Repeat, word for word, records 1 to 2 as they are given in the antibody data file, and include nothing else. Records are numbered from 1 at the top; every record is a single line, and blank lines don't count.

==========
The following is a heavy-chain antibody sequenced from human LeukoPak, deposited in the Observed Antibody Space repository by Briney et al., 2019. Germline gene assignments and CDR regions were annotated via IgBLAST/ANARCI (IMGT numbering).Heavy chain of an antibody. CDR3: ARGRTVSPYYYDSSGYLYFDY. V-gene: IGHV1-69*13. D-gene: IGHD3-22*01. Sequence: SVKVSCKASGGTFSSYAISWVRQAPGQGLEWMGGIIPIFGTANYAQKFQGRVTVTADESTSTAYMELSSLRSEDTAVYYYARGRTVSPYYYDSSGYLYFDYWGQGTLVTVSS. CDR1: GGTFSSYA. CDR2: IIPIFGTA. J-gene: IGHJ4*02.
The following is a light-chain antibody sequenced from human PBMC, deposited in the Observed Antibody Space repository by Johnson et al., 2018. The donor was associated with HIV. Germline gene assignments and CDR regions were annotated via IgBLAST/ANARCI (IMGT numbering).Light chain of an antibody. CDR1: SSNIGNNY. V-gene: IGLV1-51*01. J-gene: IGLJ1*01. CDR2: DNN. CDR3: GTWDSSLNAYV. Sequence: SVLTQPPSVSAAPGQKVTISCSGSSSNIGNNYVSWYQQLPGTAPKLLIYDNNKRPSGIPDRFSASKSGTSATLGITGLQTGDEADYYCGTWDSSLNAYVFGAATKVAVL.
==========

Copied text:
The following is a heavy-chain antibody sequenced from human LeukoPak, deposited in the Observed Antibody Space repository by Briney et al., 2019. Germline gene assignments and CDR regions were annotated via IgBLAST/ANARCI (IMGT numbering).Heavy chain of an antibody. CDR3: ARGRTVSPYYYDSSGYLYFDY. V-gene: IGHV1-69*13. D-gene: IGHD3-22*01. Sequence: SVKVSCKASGGTFSSYAISWVRQAPGQGLEWMGGIIPIFGTANYAQKFQGRVTVTADESTSTAYMELSSLRSEDTAVYYYARGRTVSPYYYDSSGYLYFDYWGQGTLVTVSS. CDR1: GGTFSSYA. CDR2: IIPIFGTA. J-gene: IGHJ4*02.
The following is a light-chain antibody sequenced from human PBMC, deposited in the Observed Antibody Space repository by Johnson et al., 2018. The donor was associated with HIV. Germline gene assignments and CDR regions were annotated via IgBLAST/ANARCI (IMGT numbering).Light chain of an antibody. CDR1: SSNIGNNY. V-gene: IGLV1-51*01. J-gene: IGLJ1*01. CDR2: DNN. CDR3: GTWDSSLNAYV. Sequence: SVLTQPPSVSAAPGQKVTISCSGSSSNIGNNYVSWYQQLPGTAPKLLIYDNNKRPSGIPDRFSASKSGTSATLGITGLQTGDEADYYCGTWDSSLNAYVFGAATKVAVL.